Sclerenchyma tissue, when mature, is composed of dead cells that have heavily thickened walls containing lignin and a high cellulose content , and serves the function of providing structural support in plants.

plant hormones

There are five major types of plant hormones: auxin, gibberellin, cytokinin, ethylene, and abscisic acid. These hormones can work together or independently to influence plant growth and act as ‘chemical messengers’ produced in one part of the plant and carrying a message to another.

Auxin – Involved in tropisms, apical dominance and in cell growth and cell expansion (elongation). Produced primarily in parts of the plant that are actively growing, like the very tip of the stem, it travels in one direction in a plant – downward from the top to the bottom – from the stem tip to the roots. It is the only plant hormone known to do this. Therefore the concentration of auxin is highest at the top of the plant and decreases as you get closer to the roots, this controls the overall shape of the plant and helps keep the primary stem of a plant the leader.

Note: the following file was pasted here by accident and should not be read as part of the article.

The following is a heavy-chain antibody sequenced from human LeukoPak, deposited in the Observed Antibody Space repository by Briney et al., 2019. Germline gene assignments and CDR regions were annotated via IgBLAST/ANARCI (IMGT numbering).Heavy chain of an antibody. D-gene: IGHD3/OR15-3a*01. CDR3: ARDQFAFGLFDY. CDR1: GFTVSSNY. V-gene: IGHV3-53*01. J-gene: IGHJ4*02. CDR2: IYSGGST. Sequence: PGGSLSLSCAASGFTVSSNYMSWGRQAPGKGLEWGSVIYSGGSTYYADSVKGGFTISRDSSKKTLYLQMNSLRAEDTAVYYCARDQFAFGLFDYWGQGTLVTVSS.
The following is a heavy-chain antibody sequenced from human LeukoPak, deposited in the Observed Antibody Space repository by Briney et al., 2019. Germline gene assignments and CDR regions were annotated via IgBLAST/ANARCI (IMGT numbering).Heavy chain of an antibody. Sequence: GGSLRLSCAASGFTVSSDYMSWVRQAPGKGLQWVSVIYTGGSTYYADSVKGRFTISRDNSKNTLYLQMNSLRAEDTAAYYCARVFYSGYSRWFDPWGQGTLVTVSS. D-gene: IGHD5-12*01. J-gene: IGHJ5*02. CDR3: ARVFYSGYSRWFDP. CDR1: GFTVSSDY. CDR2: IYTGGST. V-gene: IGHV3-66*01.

Auxin maintains apical dominance and prevents additional lateral buds and branches from growing on the side of the stem. If the primary stem of a plant is pruned, the auxin source is removed, then no single stem is dominant – apical dominance is removed.

Auxin will move to the shadier side of the plant stem causing those cells to grow longer, while the cells on the light side of the plant stem remain the same size. Phototropism is the ability of a plant, or other photosynthesizing organism, to grow directionally in response to a light source.

Gibberellin – involved in breaking dormancy of seeds and buds; promotes growth and stem elongation between nodes on the stem, and effects several developmental stages in plants.

Gibberellin elongates the inter-nodes (node is a place on a stem where a leaf attaches) so it is easiest to see the absence of this hormone in dwarf and rosette plants where there is little space between nodes on a stem and the leaves are clustered toward the base of the plant.